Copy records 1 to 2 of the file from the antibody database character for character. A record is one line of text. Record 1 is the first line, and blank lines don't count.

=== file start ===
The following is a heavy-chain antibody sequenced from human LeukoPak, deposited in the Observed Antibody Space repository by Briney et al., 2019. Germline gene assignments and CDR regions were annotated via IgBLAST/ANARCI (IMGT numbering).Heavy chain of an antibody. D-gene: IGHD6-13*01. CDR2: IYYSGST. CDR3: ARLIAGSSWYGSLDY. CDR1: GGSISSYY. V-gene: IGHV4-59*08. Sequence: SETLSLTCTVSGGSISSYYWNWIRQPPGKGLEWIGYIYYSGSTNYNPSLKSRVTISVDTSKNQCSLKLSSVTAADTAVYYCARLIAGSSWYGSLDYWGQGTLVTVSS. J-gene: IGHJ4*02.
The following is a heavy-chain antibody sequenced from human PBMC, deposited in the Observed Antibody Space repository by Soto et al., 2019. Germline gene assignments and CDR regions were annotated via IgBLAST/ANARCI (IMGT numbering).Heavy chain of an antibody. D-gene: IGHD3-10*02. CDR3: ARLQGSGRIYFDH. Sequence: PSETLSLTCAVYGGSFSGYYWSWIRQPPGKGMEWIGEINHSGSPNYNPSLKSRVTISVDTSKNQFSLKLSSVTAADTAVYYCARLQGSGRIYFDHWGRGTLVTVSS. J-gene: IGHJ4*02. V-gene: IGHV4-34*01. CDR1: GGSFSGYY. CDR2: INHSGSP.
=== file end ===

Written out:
The following is a heavy-chain antibody sequenced from human LeukoPak, deposited in the Observed Antibody Space repository by Briney et al., 2019. Germline gene assignments and CDR regions were annotated via IgBLAST/ANARCI (IMGT numbering).Heavy chain of an antibody. D-gene: IGHD6-13*01. CDR2: IYYSGST. CDR3: ARLIAGSSWYGSLDY. CDR1: GGSISSYY. V-gene: IGHV4-59*08. Sequence: SETLSLTCTVSGGSISSYYWNWIRQPPGKGLEWIGYIYYSGSTNYNPSLKSRVTISVDTSKNQCSLKLSSVTAADTAVYYCARLIAGSSWYGSLDYWGQGTLVTVSS. J-gene: IGHJ4*02.
The following is a heavy-chain antibody sequenced from human PBMC, deposited in the Observed Antibody Space repository by Soto et al., 2019. Germline gene assignments and CDR regions were annotated via IgBLAST/ANARCI (IMGT numbering).Heavy chain of an antibody. D-gene: IGHD3-10*02. CDR3: ARLQGSGRIYFDH. Sequence: PSETLSLTCAVYGGSFSGYYWSWIRQPPGKGMEWIGEINHSGSPNYNPSLKSRVTISVDTSKNQFSLKLSSVTAADTAVYYCARLQGSGRIYFDHWGRGTLVTVSS. J-gene: IGHJ4*02. V-gene: IGHV4-34*01. CDR1: GGSFSGYY. CDR2: INHSGSP.